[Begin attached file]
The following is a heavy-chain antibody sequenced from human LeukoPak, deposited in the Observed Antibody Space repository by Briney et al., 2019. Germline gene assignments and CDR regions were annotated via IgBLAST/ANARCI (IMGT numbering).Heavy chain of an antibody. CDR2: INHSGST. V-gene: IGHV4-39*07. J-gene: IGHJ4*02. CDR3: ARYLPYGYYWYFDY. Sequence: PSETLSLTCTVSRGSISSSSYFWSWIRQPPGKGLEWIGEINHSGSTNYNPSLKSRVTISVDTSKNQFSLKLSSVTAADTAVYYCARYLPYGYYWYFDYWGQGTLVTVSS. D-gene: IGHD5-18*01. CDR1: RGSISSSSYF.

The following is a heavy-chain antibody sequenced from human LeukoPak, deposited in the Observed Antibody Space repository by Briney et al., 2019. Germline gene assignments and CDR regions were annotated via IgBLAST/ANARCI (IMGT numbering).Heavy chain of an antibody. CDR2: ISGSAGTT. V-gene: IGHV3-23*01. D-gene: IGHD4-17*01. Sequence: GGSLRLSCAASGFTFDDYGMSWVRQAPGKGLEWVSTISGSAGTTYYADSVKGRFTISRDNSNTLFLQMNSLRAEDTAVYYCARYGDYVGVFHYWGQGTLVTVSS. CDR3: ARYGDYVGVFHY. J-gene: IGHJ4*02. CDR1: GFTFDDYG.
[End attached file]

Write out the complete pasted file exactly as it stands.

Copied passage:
The following is a heavy-chain antibody sequenced from human LeukoPak, deposited in the Observed Antibody Space repository by Briney et al., 2019. Germline gene assignments and CDR regions were annotated via IgBLAST/ANARCI (IMGT numbering).Heavy chain of an antibody. CDR2: INHSGST. V-gene: IGHV4-39*07. J-gene: IGHJ4*02. CDR3: ARYLPYGYYWYFDY. Sequence: PSETLSLTCTVSRGSISSSSYFWSWIRQPPGKGLEWIGEINHSGSTNYNPSLKSRVTISVDTSKNQFSLKLSSVTAADTAVYYCARYLPYGYYWYFDYWGQGTLVTVSS. D-gene: IGHD5-18*01. CDR1: RGSISSSSYF.

The following is a heavy-chain antibody sequenced from human LeukoPak, deposited in the Observed Antibody Space repository by Briney et al., 2019. Germline gene assignments and CDR regions were annotated via IgBLAST/ANARCI (IMGT numbering).Heavy chain of an antibody. CDR2: ISGSAGTT. V-gene: IGHV3-23*01. D-gene: IGHD4-17*01. Sequence: GGSLRLSCAASGFTFDDYGMSWVRQAPGKGLEWVSTISGSAGTTYYADSVKGRFTISRDNSNTLFLQMNSLRAEDTAVYYCARYGDYVGVFHYWGQGTLVTVSS. CDR3: ARYGDYVGVFHY. J-gene: IGHJ4*02. CDR1: GFTFDDYG.